The Wireless Telegraph and the Titanic

Today, the 15th of April 2022, marks the 110th anniversary of the tragic sinking of the RMS Titanic.

In 2013, I gave a Pecha Kucha talk in the Titanic museum after the CSIT security conference on the role of the wireless telegraph during the disaster. It’s both a good and bad story – it highlights the many (many!) failings, but it also demonstrated the benefits of wireless communications during a disaster.

Just to give you a flavour of the multitude of things that went wrong or contributed to the sinking – the locker in the crows nest that held the binoculars was locked and inaccessible due to an officer leaving the ship in Southampton on the 9th of April and taking the key with him. This was seen as a contributing factor to the disaster.

I’ve posted the script with the images from the talk below (with some small additions).

The Role of the Wireless Telegraph During the Titanic Disaster – David Rogers Pecha Kucha talk

This is the last picture taken of the Titanic as it left Queenstown. The priest who took it could have stayed on board, but after seeking permission his superior sent him a telegram ordering him to “GET OFF THAT SHIP”. He spent the rest of his life telling people “it was the only time holy obedience ever saved a man’s life”.

Marconi and the telegraph

This is Guglielmo Marconi. He made the first transatlantic transmission and commercialised a lot of his work heavily. His company provided the telegraph aboard Titanic.

Marconi was due to travel on the Titanic but instead travelled earlier on the Lusitania, another yet to be infamous ship.

Wireless operators

These two gentlemen were Titanic’s telegraph operators. John “Jack” Phillips, 25, known as sparks because he could send morse so fast, and Harold Bride, his junior who was just 22.

Messages would include getting the news, passenger’s personal messages and information from other ships such as ice reports, fog and reports of derelicts.

Marconi rooms

This is the only known picture of the ‘Marconi room’, the radio room onboard the Titanic.

The wireless equipment of the Titanic was the most powerful of any merchant vessel. Communication range was up to 400 miles and at night range often increased to 2000 miles.

Titanic’s wireless…

Here you can see Titanic’s wireless antenna, running from bow to stern, with a section in the middle.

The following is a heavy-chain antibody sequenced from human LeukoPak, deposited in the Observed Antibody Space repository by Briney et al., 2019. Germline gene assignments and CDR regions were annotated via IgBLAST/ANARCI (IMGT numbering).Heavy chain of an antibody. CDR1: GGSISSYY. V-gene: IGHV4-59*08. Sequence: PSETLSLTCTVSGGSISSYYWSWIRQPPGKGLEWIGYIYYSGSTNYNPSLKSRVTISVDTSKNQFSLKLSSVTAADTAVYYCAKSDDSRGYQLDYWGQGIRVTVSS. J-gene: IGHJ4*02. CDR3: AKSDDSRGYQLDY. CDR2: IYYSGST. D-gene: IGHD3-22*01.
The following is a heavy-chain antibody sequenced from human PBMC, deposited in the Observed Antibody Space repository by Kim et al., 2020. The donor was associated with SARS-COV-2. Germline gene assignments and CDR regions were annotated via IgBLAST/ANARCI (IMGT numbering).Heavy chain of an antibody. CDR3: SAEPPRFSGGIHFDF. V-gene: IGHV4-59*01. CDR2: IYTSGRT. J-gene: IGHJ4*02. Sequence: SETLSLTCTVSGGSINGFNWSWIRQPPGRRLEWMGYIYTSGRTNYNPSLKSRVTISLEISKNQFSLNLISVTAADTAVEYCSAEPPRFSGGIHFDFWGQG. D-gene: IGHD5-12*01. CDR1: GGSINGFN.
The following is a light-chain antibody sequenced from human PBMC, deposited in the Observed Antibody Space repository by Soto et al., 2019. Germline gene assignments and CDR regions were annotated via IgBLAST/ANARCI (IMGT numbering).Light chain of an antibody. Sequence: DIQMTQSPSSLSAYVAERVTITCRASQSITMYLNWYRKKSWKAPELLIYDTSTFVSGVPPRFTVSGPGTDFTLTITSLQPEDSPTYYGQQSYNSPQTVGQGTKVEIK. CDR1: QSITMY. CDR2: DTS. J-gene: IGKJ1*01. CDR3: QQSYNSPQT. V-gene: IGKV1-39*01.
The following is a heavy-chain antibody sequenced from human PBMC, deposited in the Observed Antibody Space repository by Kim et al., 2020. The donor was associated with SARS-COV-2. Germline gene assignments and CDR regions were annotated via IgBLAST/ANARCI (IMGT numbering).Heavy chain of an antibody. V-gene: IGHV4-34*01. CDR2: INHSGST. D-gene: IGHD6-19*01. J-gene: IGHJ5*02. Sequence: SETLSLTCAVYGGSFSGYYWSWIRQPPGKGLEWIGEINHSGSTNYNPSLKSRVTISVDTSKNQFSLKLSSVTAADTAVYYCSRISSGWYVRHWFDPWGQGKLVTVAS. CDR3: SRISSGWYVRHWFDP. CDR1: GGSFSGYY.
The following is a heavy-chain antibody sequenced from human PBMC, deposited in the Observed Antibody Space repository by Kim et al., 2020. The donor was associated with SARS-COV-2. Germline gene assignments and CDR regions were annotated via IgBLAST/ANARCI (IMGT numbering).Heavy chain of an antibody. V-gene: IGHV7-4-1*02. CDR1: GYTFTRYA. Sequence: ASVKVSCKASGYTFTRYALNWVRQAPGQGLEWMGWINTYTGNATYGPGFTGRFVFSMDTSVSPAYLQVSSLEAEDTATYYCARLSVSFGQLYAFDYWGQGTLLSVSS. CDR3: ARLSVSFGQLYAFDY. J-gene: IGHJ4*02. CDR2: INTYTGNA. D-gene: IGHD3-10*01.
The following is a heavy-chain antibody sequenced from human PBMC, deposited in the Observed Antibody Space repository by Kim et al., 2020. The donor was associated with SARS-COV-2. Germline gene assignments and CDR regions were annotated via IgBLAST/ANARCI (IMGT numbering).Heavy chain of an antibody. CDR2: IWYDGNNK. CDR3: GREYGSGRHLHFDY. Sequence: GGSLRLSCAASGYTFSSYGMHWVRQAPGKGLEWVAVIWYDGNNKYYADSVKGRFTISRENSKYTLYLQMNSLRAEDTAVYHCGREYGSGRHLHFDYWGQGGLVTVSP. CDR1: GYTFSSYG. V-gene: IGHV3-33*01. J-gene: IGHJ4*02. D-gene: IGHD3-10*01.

The radio room was some 40ft away from the bridge down a corridor and despite being connected to 50 telephone lines there was no phone line to the bridge.

Additional note here: the plan below (I took the photo in the Titanic museum in Belfast) shows where the Marconi room was in relation to the bridge:

Ice Warnings

Titanic had a number of radio warnings about ice. Only one warning was put on the officers’ notice board, but none of them were taken up to the Bridge to Captain Smith. Shortly after the last warning the Titanic struck an iceberg at full speed.

These pictures are thought to be the actual iceberg that Titanic hit, taken the day after streaked with red paint.

The Californian

The SS Californian was very close to Titanic and sent that last warning, saying they were surrounded by ice. But on the Titanic, Phillips was busy with a backlog of passenger messages to Newfoundland and told the Californian to “keep out and shut up” because his wireless reception was being drowned out by the strong transmission of the closer ship.


It was over half an hour after they’d hit the ice berg before Captain Smith ordered the sending of the distress call. At 12.20pm the first SOS was sent from the Titanic.

After the first CQD (the old type of distress call), Bride said to Phillips: “Send S.O.S. !  It’s the new call and it may be your last chance to send it”.

Californian continued…

The Californian’s only wireless operator had turned off his set and went to bed about 15 minutes before Titanic struck the ice berg. The two ships were only 6 miles apart. Crew on the Californian apparently saw lights and rockets but assumed there was a party. At 5am their wireless operator was woken up and only then did they learn the fate of the Titanic.

Wireless response

SOS had no specific meaning other than that it was easy to tap out and understand. However, many different meanings were attached e.g. ‘save our souls’, ‘send out succor’ etc.